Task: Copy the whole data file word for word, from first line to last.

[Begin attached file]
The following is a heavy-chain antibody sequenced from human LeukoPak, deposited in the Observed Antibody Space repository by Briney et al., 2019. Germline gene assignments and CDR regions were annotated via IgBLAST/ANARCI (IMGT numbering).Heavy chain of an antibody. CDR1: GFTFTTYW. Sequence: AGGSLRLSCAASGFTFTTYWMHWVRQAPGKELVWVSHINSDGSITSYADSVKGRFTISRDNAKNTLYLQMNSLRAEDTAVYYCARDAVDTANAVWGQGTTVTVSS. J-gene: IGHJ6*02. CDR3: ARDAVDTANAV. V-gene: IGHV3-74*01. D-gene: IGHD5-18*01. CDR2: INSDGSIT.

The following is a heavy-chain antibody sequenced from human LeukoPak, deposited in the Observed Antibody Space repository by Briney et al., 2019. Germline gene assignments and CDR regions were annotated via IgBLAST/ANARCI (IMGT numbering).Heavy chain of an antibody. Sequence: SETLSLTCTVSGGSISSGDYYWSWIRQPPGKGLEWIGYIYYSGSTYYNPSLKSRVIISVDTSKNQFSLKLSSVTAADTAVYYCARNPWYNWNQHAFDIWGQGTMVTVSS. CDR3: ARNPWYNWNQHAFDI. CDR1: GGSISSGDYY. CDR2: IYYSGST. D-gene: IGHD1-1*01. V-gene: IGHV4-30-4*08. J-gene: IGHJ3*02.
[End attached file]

The following is a heavy-chain antibody sequenced from human LeukoPak, deposited in the Observed Antibody Space repository by Briney et al., 2019. Germline gene assignments and CDR regions were annotated via IgBLAST/ANARCI (IMGT numbering).Heavy chain of an antibody. CDR1: GFTFTTYW. Sequence: AGGSLRLSCAASGFTFTTYWMHWVRQAPGKELVWVSHINSDGSITSYADSVKGRFTISRDNAKNTLYLQMNSLRAEDTAVYYCARDAVDTANAVWGQGTTVTVSS. J-gene: IGHJ6*02. CDR3: ARDAVDTANAV. V-gene: IGHV3-74*01. D-gene: IGHD5-18*01. CDR2: INSDGSIT.

The following is a heavy-chain antibody sequenced from human LeukoPak, deposited in the Observed Antibody Space repository by Briney et al., 2019. Germline gene assignments and CDR regions were annotated via IgBLAST/ANARCI (IMGT numbering).Heavy chain of an antibody. Sequence: SETLSLTCTVSGGSISSGDYYWSWIRQPPGKGLEWIGYIYYSGSTYYNPSLKSRVIISVDTSKNQFSLKLSSVTAADTAVYYCARNPWYNWNQHAFDIWGQGTMVTVSS. CDR3: ARNPWYNWNQHAFDI. CDR1: GGSISSGDYY. CDR2: IYYSGST. D-gene: IGHD1-1*01. V-gene: IGHV4-30-4*08. J-gene: IGHJ3*02.